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The Boston Herald

 

Sports-related brain disease CTE will some day shift from a post-mortem discovery to a treatable condition long before symptoms start, much like cancer, say local researchers and doctors speaking in Cambridge today.

"The future will be, as players are keeping track of how many head injuries and concussions they have, those would determine when they start to get tested to possibly prevent CTE from ever occurring," said Rudy Tanzi, professor neurology at Massachusetts General Hospital and Harvard Medical School, who also advises professional sports teams.

"Early prediction, early detection and early intervention to stop that pathology," he said.

Tanzi, along with a panel of other medical professionals and former athletes, are slated to lay out the most current breakthroughs underway surrounding chronic traumatic encephalopathy at the Powering Precision Health Summit.

CTE has been strongly linked to contact sports like football. It was found in the brains of Aaron Hernandez and former Pats linebacker Junior Seau, who killed himself in 2012.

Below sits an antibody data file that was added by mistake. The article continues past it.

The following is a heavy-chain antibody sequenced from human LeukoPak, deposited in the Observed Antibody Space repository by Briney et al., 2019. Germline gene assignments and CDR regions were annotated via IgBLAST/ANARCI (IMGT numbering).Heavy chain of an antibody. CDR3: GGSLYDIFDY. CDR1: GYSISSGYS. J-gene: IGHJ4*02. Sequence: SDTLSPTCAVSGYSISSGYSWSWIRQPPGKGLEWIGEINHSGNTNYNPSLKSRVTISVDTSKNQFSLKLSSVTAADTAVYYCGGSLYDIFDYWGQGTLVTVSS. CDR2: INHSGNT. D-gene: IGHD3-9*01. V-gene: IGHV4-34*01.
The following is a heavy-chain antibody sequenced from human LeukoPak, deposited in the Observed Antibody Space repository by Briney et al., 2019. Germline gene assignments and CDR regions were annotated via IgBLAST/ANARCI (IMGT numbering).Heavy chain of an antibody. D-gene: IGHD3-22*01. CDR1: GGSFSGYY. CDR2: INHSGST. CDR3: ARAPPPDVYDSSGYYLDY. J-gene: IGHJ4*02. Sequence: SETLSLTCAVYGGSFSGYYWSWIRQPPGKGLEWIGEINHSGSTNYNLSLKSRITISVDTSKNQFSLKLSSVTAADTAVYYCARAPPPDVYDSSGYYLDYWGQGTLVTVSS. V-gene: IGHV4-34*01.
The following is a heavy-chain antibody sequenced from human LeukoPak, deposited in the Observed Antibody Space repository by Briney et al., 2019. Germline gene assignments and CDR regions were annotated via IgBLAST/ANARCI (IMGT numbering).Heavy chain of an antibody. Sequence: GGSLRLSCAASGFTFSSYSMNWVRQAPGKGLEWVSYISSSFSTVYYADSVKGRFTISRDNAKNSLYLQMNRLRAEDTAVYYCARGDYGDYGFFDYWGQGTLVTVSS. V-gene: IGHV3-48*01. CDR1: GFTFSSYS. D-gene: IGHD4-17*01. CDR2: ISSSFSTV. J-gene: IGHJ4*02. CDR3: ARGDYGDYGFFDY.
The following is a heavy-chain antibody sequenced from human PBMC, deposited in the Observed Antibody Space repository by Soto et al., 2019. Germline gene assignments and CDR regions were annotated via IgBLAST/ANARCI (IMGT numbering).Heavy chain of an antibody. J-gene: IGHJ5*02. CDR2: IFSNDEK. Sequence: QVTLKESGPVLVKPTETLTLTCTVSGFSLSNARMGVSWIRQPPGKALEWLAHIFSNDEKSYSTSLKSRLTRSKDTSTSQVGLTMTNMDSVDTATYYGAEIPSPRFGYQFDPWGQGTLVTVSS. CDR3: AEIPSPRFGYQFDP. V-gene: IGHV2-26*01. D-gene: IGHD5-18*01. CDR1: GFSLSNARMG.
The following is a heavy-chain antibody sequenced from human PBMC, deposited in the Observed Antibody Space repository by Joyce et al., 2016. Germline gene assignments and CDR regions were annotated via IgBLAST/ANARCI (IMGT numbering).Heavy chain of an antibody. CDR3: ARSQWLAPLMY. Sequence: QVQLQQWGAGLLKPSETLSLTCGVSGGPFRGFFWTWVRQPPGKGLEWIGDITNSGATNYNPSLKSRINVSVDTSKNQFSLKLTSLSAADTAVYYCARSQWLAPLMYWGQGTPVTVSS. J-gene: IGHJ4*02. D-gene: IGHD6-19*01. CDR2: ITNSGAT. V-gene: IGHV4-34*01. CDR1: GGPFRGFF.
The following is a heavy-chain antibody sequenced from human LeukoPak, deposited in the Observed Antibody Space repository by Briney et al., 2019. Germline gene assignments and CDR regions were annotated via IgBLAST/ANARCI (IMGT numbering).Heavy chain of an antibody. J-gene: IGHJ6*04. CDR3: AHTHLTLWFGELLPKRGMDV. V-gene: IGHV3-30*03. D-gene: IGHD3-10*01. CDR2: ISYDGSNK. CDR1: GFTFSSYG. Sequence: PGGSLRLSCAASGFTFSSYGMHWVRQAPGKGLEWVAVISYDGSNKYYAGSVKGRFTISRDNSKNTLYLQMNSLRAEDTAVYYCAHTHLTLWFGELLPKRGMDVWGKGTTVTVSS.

Researchers have discovered the presence of the tau protein in brains studied for CTE after death. That protein leads to tangles in the brain that act as a brush fire, and head trauma is the match that causes inflammation to spread. For now, there is no way to diagnose CTE in the living.

But local biotech companies are working to change this. Lexington-based Quanterix is focusing on ways to detect the tau protein in blood with ultra-sensitive tools - which, Tanzi said, are "equivalent to finding a grain of sand in 2,000 Olympic-sized swimming pools."

Cambridge-based AbbVie and Biogen are working on immunotherapies to stop the tau from spreading.

These new technologies couldn't be more welcome, said panelist Peter Cronan, former Boston College football player and NFL linebacker. He remembers a slam to the head so forceful that he couldn't accurately name the day of the week.

"I've good news and bad news," the doctor told Cronan, now 62. "Your cognitive impairment is no worse than other people your age."

But, the doctor added, "There's no way to know how it'll impact end of life."

It is this uncertainty that needs to change, he said.

"Watching some of my friends over the years, there's obvious deterioration occurring," Cronan told the Herald yesterday. "And we can tie it all back to what we did as young men."

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October 24, 2017
 
 
 

 

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